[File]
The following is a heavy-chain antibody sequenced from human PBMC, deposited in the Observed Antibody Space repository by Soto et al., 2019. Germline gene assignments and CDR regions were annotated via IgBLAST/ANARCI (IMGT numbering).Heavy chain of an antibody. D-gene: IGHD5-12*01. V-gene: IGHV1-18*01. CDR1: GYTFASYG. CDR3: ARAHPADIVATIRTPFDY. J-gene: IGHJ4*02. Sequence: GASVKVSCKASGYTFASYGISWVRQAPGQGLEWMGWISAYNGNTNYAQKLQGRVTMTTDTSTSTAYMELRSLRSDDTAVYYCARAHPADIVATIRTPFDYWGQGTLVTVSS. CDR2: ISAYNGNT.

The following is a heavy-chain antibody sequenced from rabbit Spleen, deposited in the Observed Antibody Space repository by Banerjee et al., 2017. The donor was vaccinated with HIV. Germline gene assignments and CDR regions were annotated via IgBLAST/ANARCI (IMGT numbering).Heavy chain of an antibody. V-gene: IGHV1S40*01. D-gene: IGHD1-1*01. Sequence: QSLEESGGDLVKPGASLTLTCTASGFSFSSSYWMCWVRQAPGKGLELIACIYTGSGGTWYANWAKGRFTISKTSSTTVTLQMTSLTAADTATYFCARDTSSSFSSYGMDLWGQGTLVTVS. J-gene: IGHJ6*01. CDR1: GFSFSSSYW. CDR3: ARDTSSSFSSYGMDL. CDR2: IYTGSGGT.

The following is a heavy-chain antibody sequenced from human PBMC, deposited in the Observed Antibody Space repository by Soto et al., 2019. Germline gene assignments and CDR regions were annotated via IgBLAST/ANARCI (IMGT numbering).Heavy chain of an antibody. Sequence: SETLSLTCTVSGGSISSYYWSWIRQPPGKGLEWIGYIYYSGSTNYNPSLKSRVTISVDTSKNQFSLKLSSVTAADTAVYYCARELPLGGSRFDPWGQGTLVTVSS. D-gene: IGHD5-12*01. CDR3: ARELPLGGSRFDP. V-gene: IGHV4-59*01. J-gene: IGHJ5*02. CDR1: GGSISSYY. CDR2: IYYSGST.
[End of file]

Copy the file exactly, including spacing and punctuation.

The following is a heavy-chain antibody sequenced from human PBMC, deposited in the Observed Antibody Space repository by Soto et al., 2019. Germline gene assignments and CDR regions were annotated via IgBLAST/ANARCI (IMGT numbering).Heavy chain of an antibody. D-gene: IGHD5-12*01. V-gene: IGHV1-18*01. CDR1: GYTFASYG. CDR3: ARAHPADIVATIRTPFDY. J-gene: IGHJ4*02. Sequence: GASVKVSCKASGYTFASYGISWVRQAPGQGLEWMGWISAYNGNTNYAQKLQGRVTMTTDTSTSTAYMELRSLRSDDTAVYYCARAHPADIVATIRTPFDYWGQGTLVTVSS. CDR2: ISAYNGNT.

The following is a heavy-chain antibody sequenced from rabbit Spleen, deposited in the Observed Antibody Space repository by Banerjee et al., 2017. The donor was vaccinated with HIV. Germline gene assignments and CDR regions were annotated via IgBLAST/ANARCI (IMGT numbering).Heavy chain of an antibody. V-gene: IGHV1S40*01. D-gene: IGHD1-1*01. Sequence: QSLEESGGDLVKPGASLTLTCTASGFSFSSSYWMCWVRQAPGKGLELIACIYTGSGGTWYANWAKGRFTISKTSSTTVTLQMTSLTAADTATYFCARDTSSSFSSYGMDLWGQGTLVTVS. J-gene: IGHJ6*01. CDR1: GFSFSSSYW. CDR3: ARDTSSSFSSYGMDL. CDR2: IYTGSGGT.

The following is a heavy-chain antibody sequenced from human PBMC, deposited in the Observed Antibody Space repository by Soto et al., 2019. Germline gene assignments and CDR regions were annotated via IgBLAST/ANARCI (IMGT numbering).Heavy chain of an antibody. Sequence: SETLSLTCTVSGGSISSYYWSWIRQPPGKGLEWIGYIYYSGSTNYNPSLKSRVTISVDTSKNQFSLKLSSVTAADTAVYYCARELPLGGSRFDPWGQGTLVTVSS. D-gene: IGHD5-12*01. CDR3: ARELPLGGSRFDP. V-gene: IGHV4-59*01. J-gene: IGHJ5*02. CDR1: GGSISSYY. CDR2: IYYSGST.